Canada’s telecommunications industry is on track to remain healthy and growing, but only if the government helps sustain it. This was the major takeaway from a recent report titled ‘The State of Competition in Canada’s Telecommunications Industry.’
Co-authored by Martin Masse and Paul Beaudry for the Montreal Economic Institute, the report discusses the “fourth industrial revolution” that the world is experiencing with the advent of “The Internet of Things” (IoT) and interconnected technologies becoming increasingly prevalent in everyday life.
From security systems, to appliances, to agricultural production and traffic management, more sectors of Canadian industry are utilizing technology that is connected to the internet. Furthermore the report says that the telecommunications market is expected to be worth $21 billion by 2018.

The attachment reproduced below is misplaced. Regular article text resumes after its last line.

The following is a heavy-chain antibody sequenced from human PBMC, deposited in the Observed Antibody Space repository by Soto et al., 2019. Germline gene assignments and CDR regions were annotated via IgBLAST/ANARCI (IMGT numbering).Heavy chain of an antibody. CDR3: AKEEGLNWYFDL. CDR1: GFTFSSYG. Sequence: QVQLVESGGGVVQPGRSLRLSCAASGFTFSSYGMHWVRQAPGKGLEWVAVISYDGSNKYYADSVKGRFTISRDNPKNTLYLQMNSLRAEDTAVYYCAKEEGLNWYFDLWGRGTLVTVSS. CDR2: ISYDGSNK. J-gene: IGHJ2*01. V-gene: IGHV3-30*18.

But Masse, says that policies implement by the federal government and the CRTC over the past decade may slow down the development of IoT in Canada. While these policies are intended to benefit undercapitalized wireless players and Internet service resellers, Masse says this has instead merely encouraged artificial competition and led to a waste of resources such as valuable spectrum.
“Major network investments will therefore be required to accommodate this exponential growth of traffic,” explains Masse. “Yet only solid national and regional providers with their own infrastructure have the means to invest in the wireline and wireless networks that will be required to keep up with IoT developments.”
According to the report, “the government should liberalize its policies on spectrum transfer and the mandatory sharing of broadband networks, and recognize the role of innovation in assessing the level of competition that exists in a dynamic market.”
Beaudry adds that “facilities-based competition, as opposed to service-based competition, is the best way to spur innovation.”
The full report can be found here.
In other telecommunications news, an advisor for U.S. President Donald Trump recently criticized Canada’s stance on a zero rating for net neutrality.
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